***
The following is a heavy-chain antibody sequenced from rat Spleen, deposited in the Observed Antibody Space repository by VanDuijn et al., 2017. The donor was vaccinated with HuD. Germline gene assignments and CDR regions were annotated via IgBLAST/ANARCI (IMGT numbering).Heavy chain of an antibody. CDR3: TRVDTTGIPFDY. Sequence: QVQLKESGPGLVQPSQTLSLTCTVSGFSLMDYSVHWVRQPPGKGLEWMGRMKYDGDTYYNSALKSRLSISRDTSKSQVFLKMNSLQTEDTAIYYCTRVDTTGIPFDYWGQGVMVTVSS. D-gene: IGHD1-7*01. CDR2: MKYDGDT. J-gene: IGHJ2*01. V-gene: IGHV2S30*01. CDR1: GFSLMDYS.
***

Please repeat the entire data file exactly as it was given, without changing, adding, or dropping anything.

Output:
The following is a heavy-chain antibody sequenced from rat Spleen, deposited in the Observed Antibody Space repository by VanDuijn et al., 2017. The donor was vaccinated with HuD. Germline gene assignments and CDR regions were annotated via IgBLAST/ANARCI (IMGT numbering).Heavy chain of an antibody. CDR3: TRVDTTGIPFDY. Sequence: QVQLKESGPGLVQPSQTLSLTCTVSGFSLMDYSVHWVRQPPGKGLEWMGRMKYDGDTYYNSALKSRLSISRDTSKSQVFLKMNSLQTEDTAIYYCTRVDTTGIPFDYWGQGVMVTVSS. D-gene: IGHD1-7*01. CDR2: MKYDGDT. J-gene: IGHJ2*01. V-gene: IGHV2S30*01. CDR1: GFSLMDYS.